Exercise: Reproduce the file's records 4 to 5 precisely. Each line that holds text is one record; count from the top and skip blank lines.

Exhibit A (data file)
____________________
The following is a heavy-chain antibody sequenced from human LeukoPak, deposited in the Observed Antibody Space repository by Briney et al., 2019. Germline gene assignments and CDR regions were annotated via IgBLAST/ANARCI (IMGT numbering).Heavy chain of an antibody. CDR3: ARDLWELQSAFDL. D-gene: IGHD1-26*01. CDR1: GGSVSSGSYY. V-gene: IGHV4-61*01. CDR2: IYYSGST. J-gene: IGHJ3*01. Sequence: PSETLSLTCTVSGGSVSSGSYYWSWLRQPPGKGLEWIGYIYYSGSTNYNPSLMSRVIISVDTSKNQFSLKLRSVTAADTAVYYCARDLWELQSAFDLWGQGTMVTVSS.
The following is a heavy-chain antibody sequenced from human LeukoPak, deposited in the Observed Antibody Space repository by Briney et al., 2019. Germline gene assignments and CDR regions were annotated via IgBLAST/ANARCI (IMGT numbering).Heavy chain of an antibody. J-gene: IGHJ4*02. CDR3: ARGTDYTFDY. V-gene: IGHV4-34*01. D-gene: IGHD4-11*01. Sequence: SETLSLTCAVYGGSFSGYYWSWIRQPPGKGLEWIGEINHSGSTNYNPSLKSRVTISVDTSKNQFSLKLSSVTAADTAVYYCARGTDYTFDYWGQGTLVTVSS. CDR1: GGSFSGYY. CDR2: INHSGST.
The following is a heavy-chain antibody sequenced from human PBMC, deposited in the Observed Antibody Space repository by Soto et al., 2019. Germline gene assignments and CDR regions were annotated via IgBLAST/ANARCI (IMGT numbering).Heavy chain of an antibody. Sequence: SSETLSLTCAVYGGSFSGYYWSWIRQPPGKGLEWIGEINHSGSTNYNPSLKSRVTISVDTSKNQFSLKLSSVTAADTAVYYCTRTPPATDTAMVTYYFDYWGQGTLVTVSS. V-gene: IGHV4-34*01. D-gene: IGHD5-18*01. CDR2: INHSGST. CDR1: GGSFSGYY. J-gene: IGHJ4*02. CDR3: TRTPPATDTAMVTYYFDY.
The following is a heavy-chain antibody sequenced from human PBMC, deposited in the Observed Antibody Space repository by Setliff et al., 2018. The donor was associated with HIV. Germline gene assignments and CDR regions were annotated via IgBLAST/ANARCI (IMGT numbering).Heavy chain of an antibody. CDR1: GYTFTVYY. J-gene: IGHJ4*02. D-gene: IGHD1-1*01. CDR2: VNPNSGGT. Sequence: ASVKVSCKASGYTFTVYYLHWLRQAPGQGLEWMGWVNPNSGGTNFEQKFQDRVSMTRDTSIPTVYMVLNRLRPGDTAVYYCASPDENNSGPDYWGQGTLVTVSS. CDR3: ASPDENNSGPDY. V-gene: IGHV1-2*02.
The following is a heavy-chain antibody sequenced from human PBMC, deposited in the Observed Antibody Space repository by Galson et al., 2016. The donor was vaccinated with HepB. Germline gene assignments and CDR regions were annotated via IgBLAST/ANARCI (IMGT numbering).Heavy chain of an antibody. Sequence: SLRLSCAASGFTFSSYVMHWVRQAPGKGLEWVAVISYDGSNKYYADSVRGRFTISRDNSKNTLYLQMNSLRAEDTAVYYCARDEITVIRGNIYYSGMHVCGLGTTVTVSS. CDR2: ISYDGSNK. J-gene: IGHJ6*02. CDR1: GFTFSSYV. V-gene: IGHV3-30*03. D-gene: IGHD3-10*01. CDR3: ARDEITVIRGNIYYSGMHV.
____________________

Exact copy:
The following is a heavy-chain antibody sequenced from human PBMC, deposited in the Observed Antibody Space repository by Setliff et al., 2018. The donor was associated with HIV. Germline gene assignments and CDR regions were annotated via IgBLAST/ANARCI (IMGT numbering).Heavy chain of an antibody. CDR1: GYTFTVYY. J-gene: IGHJ4*02. D-gene: IGHD1-1*01. CDR2: VNPNSGGT. Sequence: ASVKVSCKASGYTFTVYYLHWLRQAPGQGLEWMGWVNPNSGGTNFEQKFQDRVSMTRDTSIPTVYMVLNRLRPGDTAVYYCASPDENNSGPDYWGQGTLVTVSS. CDR3: ASPDENNSGPDY. V-gene: IGHV1-2*02.
The following is a heavy-chain antibody sequenced from human PBMC, deposited in the Observed Antibody Space repository by Galson et al., 2016. The donor was vaccinated with HepB. Germline gene assignments and CDR regions were annotated via IgBLAST/ANARCI (IMGT numbering).Heavy chain of an antibody. Sequence: SLRLSCAASGFTFSSYVMHWVRQAPGKGLEWVAVISYDGSNKYYADSVRGRFTISRDNSKNTLYLQMNSLRAEDTAVYYCARDEITVIRGNIYYSGMHVCGLGTTVTVSS. CDR2: ISYDGSNK. J-gene: IGHJ6*02. CDR1: GFTFSSYV. V-gene: IGHV3-30*03. D-gene: IGHD3-10*01. CDR3: ARDEITVIRGNIYYSGMHV.